A Tour Around Mexico City

Through its street, discover the city and the eras that shaped it

CDMX058 zócalo arboladoGustavo Casasola Collection

Discover Mexico City

Within Gustavo Casasola´s Collection, we find a large section called ‘Mexico City,' with hundreds of photographs that depict the evolution of this city. Mexico City is full of contrasts and open to change, and these black and white images capture the passing of time. We explore the buildings that have endured and those that have ceased to exist and we see how everyday life continues to shift and change according to the needs of the population. This tour isn’t chronological, but rather it starts in the heart of the city, the Zocalo, wanders across the famous city center streets and emblematic spaces, and finishes in the column of independence. Through its streets, discover Mexico City and the eras that shaped it. 

The Zocalo with its trees and gardensGustavo Casasola Collection

Mexico City’s first public square

‘Plaza de la Constitución,’ also known as the Zocalo, is located in the heart of Mexico City. The Zocalo is encompassed by the ‘Catedral Metropolitana,’ ‘Palacio Legislativo,’ and 'Palacio de Gobierno de la Ciudad de México', as well as the vestiges of the Aztec’s ‘Templo Mayor.’  

Corner of Moneda and Jesus MaríaGustavo Casasola Collection

Moneda Street with Jesús María Street are located within Perimeter A of the historical city center.

Moneda streetGustavo Casasola Collection

Numbers 16 and 18 of Moneda Street used to be the 'Mayorazgo de Guerrero' houses. Given that their facades were similar, they were named the houses of the sun and the moon respectively.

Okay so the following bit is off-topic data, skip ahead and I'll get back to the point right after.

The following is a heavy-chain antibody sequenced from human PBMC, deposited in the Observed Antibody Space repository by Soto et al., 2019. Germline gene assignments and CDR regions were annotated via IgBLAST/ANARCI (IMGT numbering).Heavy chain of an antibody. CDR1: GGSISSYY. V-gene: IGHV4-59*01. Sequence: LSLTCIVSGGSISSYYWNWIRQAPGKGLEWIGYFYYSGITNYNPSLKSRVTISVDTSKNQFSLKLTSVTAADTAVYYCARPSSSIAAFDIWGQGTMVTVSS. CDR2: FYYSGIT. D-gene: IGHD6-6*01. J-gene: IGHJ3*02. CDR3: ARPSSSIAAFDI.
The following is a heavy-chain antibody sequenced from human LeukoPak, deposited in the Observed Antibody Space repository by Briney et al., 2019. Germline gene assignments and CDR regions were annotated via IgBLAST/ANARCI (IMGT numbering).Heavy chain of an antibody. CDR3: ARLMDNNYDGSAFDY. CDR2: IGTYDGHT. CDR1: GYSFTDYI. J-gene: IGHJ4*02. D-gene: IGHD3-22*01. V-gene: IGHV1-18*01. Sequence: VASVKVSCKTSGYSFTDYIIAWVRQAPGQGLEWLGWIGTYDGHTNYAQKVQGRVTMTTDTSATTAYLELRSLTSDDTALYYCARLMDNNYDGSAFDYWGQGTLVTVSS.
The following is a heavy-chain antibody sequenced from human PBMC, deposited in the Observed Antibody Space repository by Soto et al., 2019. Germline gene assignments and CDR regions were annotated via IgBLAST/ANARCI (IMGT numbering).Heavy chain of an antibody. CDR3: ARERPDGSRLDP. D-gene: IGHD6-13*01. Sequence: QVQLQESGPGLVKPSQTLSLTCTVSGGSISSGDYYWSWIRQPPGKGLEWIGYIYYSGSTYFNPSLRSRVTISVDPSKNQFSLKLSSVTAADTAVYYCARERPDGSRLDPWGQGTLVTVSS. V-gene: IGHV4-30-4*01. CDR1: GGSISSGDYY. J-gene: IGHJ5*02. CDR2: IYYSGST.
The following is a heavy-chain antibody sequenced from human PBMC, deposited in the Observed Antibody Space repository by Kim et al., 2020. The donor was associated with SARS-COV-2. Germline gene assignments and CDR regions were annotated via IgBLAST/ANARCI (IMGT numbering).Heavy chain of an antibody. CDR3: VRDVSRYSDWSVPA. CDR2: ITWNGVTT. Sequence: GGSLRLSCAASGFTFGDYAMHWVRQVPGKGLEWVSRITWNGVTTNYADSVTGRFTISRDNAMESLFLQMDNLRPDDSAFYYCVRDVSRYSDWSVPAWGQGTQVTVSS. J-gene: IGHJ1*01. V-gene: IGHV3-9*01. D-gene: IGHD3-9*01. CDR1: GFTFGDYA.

CDMX058 zócalo arboladoGustavo Casasola Collection

Here we see the Zocalo, the ‘Gobierno de la Ciudad de México’ building, the Deputation Alley, which would later on make way for 20th November Street.

Madero streetGustavo Casasola Collection

Madero Street

Throughout history, this street has had many names, from 'San Juan de Letrán' to 'Isabel la Catolica', it was known as San Francisco Street, and further down the avenue it changed to Profesa Street, and as it approached the Zocalo it was known as the Plateros Street in honor of the jewelers that were located there. It was renamed Francisco I. Madero  in honor of Francisco Villa, and there we can find emblematic buildings such as the 'Casa de los Azulejos', the old Iturbide palace, Profesa Church and the Temple San Felipe de Jesús, among others. 

La Profesa Church by Guillermo KahloGustavo Casasola Collection

This is an image of the Profesa Church in 1904, the street that bypassed the building was renamed Profesa in its honor, and inside you can find a 'retablo' designed by Manuel Tolsá

Casa de los AzulejosGustavo Casasola Collection

On Madero Street there was a small plaza called ‘Plazuela de Guardiola’ and a house that was acquired by the Escandón family and was later destroyed in 1938, and next to it the House of the Counts of Orizaba, better known as ‘Casa de los Azulejos.’

Casa de los AzulejosGustavo Casasola Collection

The ‘Casa de los Azulejos’ has borne witness to key historical events and in 1917 it became the iconic Sanborns restaurant.

CDMX122 Av san juan de letránGustavo Casasola Collection

San Juan de Letrán

Originally Eje Central was made up of 9 segments, ‘Ajusco’ ,’Panamá’, ‘Niño perdido’, ‘San Juan de Letrán’, ‘Ruíz de Alarcón’, ‘Aquiles Serdán’, ‘Leyva’, ‘Santa María la Redonda,’ and ‘Abundio Martínez’. ‘San Juan de Letrán’ occupies the city center area, from Salto de Agua to Madero Street, and the intersection of these important avenues prompted the creation of the Eje Central Lázaro Cardenas. 

CDMX037 San juan de letránGustavo Casasola Collection

During the fifties, San Juan de Letrán became a symbol of modernity, as one of the tallest buildings of Latin America would begin its construction in it